Who doesn’t want to take better photos of their kids? Before I began my journey toward becoming a professional photographer, I longed to take better photos of my daughter, but just wasn’t sure how. Now that I do, I’m going to share some photographer’s secrets with you today.
1. Follow the Rule of Thirds
Most people who take photos automatically place the subject of their photograph in the middle of the frame. Few know that the Rule of Thirds allows you to take well-balanced and more aesthetically pleasing photos. The Rule of Thirds involves imagining your viewfinder is split into nine equal rectangles by four lines as seen below. If you are following the Rule of Thirds, you would place the main subject of the photo in a place where two of those lines intersect. When you do this, the theory is that it allows your brain to interact with the photo more naturally. You may have already noticed that when you looked at the photo (to the left) earlier, you were naturally drawn to the artist at her easel.
2. Turn your flash OFF
Photos that utilize flash, especially the flash provided on a phone or camera, are not pretty. They often create an unnatural yellow or orange hue that is not pleasing. When possible, try to find natural light to utilize instead. If you’re inside, shooting by windows when possible provides beautiful light on your child. The best light to use is a soft natural light. If you’re outdoors and the sun is high in the sky, it is not the best time to take photos. Try to take them in a nice natural light that doesn’t cast shadows. Sometimes I even try to entice my daughter to play in front of a window or in the shade so that my photos will turn out nicer.
3. Find a Different Perspective
Most people take photos in a standing position. It’s amazing how a change of perspective can make a photo much more interesting. Try squatting, lying on the floor, or even taking a photo of your child from above. Changing perspective often provides a unique viewpoint about size or proportion of the subjects in the photo. When we are standing while taking photos of children, it makes them look small. In both of the photos below, I was sitting on the floor/ground with my camera.
4. Utilize a Simple Photo Technique
Leading lines and framing are two simple photo techniques that anyone can learn that make photos much more stimulating for the viewer. Leading lines involves utilizing a natural element to draw the viewer toward the subject or to lead the viewer through a path in the photo, such as the shelving in the photo below. See how the lines of the shelves draw you in? Framing involves utilizing an object, such as the playground bars utilized in the photo below to draw the viewer’s focus toward the subject.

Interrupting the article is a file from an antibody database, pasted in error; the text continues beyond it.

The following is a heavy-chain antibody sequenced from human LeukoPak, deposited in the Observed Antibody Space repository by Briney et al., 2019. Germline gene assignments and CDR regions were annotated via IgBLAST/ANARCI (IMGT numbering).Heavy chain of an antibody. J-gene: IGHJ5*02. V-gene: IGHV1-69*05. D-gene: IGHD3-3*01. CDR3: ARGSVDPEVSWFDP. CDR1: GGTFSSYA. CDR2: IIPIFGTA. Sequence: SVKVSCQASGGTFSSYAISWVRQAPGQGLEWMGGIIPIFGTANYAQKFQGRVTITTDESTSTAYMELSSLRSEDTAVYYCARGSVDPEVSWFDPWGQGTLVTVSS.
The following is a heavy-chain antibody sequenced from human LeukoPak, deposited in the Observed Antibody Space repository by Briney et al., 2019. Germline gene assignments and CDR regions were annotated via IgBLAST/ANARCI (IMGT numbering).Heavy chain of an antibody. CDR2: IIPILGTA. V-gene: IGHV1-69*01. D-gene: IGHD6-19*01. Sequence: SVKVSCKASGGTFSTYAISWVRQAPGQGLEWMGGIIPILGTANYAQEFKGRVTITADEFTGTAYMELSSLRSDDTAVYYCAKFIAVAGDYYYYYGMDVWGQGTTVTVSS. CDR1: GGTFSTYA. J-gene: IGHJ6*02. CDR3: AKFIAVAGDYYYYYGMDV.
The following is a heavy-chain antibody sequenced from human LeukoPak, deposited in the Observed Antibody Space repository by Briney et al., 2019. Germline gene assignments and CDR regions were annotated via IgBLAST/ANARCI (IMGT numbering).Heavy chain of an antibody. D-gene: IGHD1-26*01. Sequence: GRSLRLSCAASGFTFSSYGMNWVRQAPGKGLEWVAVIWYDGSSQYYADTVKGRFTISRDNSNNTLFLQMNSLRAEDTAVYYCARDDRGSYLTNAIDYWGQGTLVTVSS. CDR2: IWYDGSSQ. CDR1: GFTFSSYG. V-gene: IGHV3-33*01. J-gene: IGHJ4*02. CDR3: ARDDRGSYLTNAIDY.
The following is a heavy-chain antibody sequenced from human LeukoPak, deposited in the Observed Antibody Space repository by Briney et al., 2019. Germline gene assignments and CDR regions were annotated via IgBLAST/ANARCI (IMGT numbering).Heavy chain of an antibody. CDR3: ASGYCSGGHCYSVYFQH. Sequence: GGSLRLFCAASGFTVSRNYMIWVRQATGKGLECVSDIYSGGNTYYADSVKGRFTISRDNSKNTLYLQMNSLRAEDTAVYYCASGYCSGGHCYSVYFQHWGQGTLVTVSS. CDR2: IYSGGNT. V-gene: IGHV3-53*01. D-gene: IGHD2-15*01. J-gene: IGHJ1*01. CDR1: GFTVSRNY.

5. Capture Your Child's Personality
Posed photos are nice and have their place, but photos of your kids as they truly are will be the ones you will look back and reminisce about. On the day I took this photo below, my daughter was “helping” me garden, which mostly consisted of her using my trowel to take dirt out of my garden. When I had enough and needed a break myself, I had asked her to take a break and she sat on the back step of our garage. I was so overjoyed to get this little “up to no good” smirk and gleam in her eye. Now, imagine that I had her stand for a posed photo in front of the garden and asked her to say cheese…would I have remembered the actual events of the day as vividly? I bet not.
6. Catch Them Not Looking
This idea really goes hand in hand with capturing their personality, which is why these tips follow one another. I don’t know about you, but my daughter sometimes (okay, a lot of times) gets tired of me taking photos of her. Because of this, I often attempt to catch her when she’s not looking, and they are often some of my favorite photos—when she’s just playing in her own little world and in her own little space. It's real, and as I said above, it helps trigger a specific memory for me. If it’s not possible to catch her unaware, I play with her while I take her photo or ask her to do something fun, and she is much more willing to participate in the process.
Written by Erin Cunningham. Photographer. Wife.
Mom. Friend. Lover of Keuka Lake and All Things Real.